I came close in 2019. I had found a company in Prague named Czech Marionettes, and I had been looking through the marionettes on their website. So many marionettes leapt out at me – a marionette you can buy to assemble yourself named ANY, a beautiful Charlie Chaplin character with moving eyes, an absolutely incredible dragon called Spike and… well I could go on for a long time (I have a large ‘wish list’ tucked away in my head). I very nearly bought a skeleton marionette named ‘Baby Bonnie’ to dance around at my shows, but that was just as we were on the verge of releasing our first travel video, ‘Mexico: Mayan Mystery and Marine Majesty’, and our funds had to go towards booking our travels, so that we could build up our travel films and make that the focus of our career.

I ought to point out at this point in time that the Czech Marionettes company have not asked us to write this blog, nor have they paid us to promote them – so although they are being incredibly supportive of our entry into the world of marionettes, any gushing about their work here is all my own!

This brings us to this year and the arrival of Covid-19, which, as well as leading to the tragic loss of so many lives, has also been a  game changer for so many people. For us that meant that live shows disappeared, at least until the autumn, and so I moved my shows online to create a fortnightly comedy and magic show.

Suddenly with the need to create a lot of new material, and a lot of that in the form of new short films, it felt like it was finally time to realise the idea which had been hovering in my mind for the last twenty-five years and take my first steps into the world of marionette filmmaking. We weren’t looking to make the Thunderbirds – this would be something smaller in scale and more intimate feeling – but would be an ongoing series of short films starring a marionette. All we needed was a star.

I got in touch with Czech Marionettes to speak to them about their marionettes, and they understood what we were planning to do in our series and were really supportive of our ideas. Not long after that our first marionette arrived.

The first marionette which we received from the people at Czech Marionettes was a wonderful creation. Named ANY, it is a hand-crafted wooden marionette designed to be ‘neutral’ – no gender, no specific personality features, a blank slate to fill with a personality. To make it more interesting, he came in kit form, which meant that I would be able to assemble him myself.

***As an aside, an interesting point here. You’ll notice that I said that the ANY marionette arrives with no gender, and yet I refer to him as ‘him’. I have done so since I first mentioned him in an email to the company, and they asked me why. This took a little thought, and then I realised that I was already giving a little of my personality to ANY, and our ANY was male.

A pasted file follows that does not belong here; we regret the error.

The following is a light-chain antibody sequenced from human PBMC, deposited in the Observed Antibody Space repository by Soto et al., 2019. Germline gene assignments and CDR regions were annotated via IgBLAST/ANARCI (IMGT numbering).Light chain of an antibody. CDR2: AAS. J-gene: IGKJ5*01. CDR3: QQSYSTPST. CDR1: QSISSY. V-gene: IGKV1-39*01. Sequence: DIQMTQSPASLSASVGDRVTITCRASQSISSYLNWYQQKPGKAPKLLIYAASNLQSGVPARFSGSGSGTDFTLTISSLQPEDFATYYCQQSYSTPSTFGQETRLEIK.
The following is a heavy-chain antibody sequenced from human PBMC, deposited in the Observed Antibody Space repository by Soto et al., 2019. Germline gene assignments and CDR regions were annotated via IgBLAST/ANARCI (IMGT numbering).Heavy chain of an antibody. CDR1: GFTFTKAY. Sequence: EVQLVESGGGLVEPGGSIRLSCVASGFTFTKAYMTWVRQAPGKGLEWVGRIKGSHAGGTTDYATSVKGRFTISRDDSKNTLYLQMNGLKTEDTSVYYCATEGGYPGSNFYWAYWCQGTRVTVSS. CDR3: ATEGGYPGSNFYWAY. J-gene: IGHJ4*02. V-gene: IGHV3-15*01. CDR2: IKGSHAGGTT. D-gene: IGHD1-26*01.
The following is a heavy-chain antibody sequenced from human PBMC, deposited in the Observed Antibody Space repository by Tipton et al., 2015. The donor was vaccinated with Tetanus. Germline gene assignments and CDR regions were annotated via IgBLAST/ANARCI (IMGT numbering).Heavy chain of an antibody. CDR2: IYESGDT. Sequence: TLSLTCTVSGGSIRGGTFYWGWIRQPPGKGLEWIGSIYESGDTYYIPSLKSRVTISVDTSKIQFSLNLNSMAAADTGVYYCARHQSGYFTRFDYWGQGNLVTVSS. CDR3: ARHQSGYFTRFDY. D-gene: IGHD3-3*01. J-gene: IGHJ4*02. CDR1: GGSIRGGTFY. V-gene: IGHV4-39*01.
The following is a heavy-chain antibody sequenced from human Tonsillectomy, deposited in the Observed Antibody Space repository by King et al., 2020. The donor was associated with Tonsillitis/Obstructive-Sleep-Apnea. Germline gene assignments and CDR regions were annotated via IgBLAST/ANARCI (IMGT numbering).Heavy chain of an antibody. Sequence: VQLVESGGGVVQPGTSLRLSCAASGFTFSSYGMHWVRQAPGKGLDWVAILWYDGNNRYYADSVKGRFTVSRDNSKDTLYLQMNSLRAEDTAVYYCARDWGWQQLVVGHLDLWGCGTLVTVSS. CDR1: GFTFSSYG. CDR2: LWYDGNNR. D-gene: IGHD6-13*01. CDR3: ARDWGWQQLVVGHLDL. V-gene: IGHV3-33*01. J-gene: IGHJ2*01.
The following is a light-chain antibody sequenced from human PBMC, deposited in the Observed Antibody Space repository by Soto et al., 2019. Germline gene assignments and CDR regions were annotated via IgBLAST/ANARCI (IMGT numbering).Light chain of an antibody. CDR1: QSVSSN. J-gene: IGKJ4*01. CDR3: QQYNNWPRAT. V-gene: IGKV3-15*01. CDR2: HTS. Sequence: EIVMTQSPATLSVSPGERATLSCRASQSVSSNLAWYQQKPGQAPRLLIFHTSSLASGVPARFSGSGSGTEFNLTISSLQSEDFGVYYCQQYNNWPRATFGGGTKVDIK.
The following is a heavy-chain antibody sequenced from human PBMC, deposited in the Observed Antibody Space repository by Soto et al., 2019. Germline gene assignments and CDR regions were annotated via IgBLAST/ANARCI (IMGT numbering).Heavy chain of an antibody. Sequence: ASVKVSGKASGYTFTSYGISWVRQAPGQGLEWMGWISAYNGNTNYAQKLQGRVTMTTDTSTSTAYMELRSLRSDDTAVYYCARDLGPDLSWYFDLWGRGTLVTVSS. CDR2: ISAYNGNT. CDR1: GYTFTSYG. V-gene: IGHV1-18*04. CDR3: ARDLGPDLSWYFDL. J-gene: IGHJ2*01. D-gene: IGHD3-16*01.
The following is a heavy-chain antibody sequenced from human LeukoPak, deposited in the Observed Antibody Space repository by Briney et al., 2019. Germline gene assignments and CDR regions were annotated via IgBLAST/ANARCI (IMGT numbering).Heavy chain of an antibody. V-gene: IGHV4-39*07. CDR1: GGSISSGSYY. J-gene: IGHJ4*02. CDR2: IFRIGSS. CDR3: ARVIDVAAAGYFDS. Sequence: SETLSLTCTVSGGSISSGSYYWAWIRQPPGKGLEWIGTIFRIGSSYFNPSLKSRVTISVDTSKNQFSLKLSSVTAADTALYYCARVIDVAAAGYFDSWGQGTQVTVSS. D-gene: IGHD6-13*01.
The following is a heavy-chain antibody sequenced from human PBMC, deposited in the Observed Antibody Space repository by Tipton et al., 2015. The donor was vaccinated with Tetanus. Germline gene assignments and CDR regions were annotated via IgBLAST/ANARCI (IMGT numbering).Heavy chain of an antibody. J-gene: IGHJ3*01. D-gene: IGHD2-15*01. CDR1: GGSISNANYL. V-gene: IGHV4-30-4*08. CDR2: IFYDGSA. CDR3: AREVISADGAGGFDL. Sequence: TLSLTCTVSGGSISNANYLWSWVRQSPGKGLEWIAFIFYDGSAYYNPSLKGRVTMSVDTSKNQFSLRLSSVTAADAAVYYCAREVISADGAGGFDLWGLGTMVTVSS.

Assembling ANY felt magical. This is no doubt part of my personality, and may seem strange to some, but I hope that from the comments I have received about ANY and his adventures that most of you will understand, that from the first moments putting him together it felt like we were bringing him to life.

While the kit was relatively simple to put together, it felt deeper than just putting parts in place. Many of the parts need sanding down, and especially as we were sanding down the face, on which you could see the chisel marks from the craft person who had made it, it felt like we were part of a team who had been involved in making this little piece of puppet art.

Once we had ANY pieced together and strung, the joy of letting him take his first steps in the world began. With strings controlling his arms, legs, head, body, and even when we want, his nose, there is a lot to think about each time we move him, and the simplest of actions or gestures for ANY can require a fairly complex set of movements from the strings. What I found amazing, however, was how intuitive and natural it felt to be working with him. I could immediately sense his personality shining through – he is, like us, an adventurer, and he is clever and quick at problem solving.

We started filming with him straight away – because ANY is waking up and finding his feet during the first episode, and I therefore wanted it filmed while I was still starting to learn his movements myself. If you watch through the series (four episodes have been released so far) you will hopefully see that as ANY’s confidence grows, so too does our confidence working and filming with him.

We have a long way to go to become expert marionette filmmakers, but we are incredibly proud of what we have achieved so far, and I am very grateful to my wife, Felicity, my sister-in-law Jenny, everyone who watches and comments on our YouTube videos and to Czech Marionettes (whose work you can see here), all of whom have helped this 35 year old man (and the eternal ten year old Thunderbird fan who lives inside him) to start achieving his marionette dreams. Thanks also, of course, to ANY – for bringing our series to life!

Thank you for reading – please take unbelievably good care of yourselves, and of each other!


P.S. This week I released my second audiobook – ‘The Ever So Slightly Exaggerated Tales Of Mr Greg Chapman Volume 2: Losing The Lost World’. For more information and to get a copy, click HERE!